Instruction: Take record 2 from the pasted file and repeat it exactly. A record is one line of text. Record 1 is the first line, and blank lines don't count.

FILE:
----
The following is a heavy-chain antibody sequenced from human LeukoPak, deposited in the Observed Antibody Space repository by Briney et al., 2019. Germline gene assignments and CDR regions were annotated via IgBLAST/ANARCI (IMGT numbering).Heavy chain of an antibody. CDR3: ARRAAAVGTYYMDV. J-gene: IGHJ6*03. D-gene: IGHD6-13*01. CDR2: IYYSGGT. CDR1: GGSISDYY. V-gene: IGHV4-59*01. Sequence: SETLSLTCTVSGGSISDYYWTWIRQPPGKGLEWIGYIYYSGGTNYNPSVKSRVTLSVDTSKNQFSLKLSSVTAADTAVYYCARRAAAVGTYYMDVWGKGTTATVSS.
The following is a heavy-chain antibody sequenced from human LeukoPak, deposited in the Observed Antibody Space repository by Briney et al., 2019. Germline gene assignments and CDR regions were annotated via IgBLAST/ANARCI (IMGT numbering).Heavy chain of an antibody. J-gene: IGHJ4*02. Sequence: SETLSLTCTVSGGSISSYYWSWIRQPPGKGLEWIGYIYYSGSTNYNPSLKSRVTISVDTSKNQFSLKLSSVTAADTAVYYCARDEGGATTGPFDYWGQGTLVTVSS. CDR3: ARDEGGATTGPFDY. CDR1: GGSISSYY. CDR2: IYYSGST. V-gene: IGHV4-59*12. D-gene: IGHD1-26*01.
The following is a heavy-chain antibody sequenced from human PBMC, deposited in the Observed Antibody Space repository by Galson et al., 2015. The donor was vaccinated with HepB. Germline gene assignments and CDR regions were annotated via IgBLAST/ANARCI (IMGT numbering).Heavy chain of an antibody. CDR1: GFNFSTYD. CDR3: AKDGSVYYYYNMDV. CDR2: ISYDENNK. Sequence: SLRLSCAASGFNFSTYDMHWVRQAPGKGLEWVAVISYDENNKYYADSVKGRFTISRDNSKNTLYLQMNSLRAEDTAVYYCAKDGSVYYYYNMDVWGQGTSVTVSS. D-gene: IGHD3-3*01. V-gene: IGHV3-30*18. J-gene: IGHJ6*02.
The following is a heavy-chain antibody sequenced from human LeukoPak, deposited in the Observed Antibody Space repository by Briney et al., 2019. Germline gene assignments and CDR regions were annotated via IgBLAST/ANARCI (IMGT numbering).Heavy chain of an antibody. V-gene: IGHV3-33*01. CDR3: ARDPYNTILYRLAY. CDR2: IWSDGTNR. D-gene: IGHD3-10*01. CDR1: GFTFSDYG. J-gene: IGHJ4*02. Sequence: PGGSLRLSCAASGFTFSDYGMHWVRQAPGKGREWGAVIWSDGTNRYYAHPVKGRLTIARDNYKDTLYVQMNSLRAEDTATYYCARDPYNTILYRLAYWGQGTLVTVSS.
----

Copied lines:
The following is a heavy-chain antibody sequenced from human LeukoPak, deposited in the Observed Antibody Space repository by Briney et al., 2019. Germline gene assignments and CDR regions were annotated via IgBLAST/ANARCI (IMGT numbering).Heavy chain of an antibody. J-gene: IGHJ4*02. Sequence: SETLSLTCTVSGGSISSYYWSWIRQPPGKGLEWIGYIYYSGSTNYNPSLKSRVTISVDTSKNQFSLKLSSVTAADTAVYYCARDEGGATTGPFDYWGQGTLVTVSS. CDR3: ARDEGGATTGPFDY. CDR1: GGSISSYY. CDR2: IYYSGST. V-gene: IGHV4-59*12. D-gene: IGHD1-26*01.